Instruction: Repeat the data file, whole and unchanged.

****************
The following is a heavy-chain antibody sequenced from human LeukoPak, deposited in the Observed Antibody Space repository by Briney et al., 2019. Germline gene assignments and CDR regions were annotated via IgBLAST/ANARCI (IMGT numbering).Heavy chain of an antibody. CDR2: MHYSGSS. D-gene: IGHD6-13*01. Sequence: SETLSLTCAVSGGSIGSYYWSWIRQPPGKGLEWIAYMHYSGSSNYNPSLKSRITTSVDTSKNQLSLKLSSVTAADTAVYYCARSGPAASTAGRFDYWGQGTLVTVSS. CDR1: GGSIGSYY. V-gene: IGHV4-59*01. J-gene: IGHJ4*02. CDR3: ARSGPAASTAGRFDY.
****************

The following is a heavy-chain antibody sequenced from human LeukoPak, deposited in the Observed Antibody Space repository by Briney et al., 2019. Germline gene assignments and CDR regions were annotated via IgBLAST/ANARCI (IMGT numbering).Heavy chain of an antibody. CDR2: MHYSGSS. D-gene: IGHD6-13*01. Sequence: SETLSLTCAVSGGSIGSYYWSWIRQPPGKGLEWIAYMHYSGSSNYNPSLKSRITTSVDTSKNQLSLKLSSVTAADTAVYYCARSGPAASTAGRFDYWGQGTLVTVSS. CDR1: GGSIGSYY. V-gene: IGHV4-59*01. J-gene: IGHJ4*02. CDR3: ARSGPAASTAGRFDY.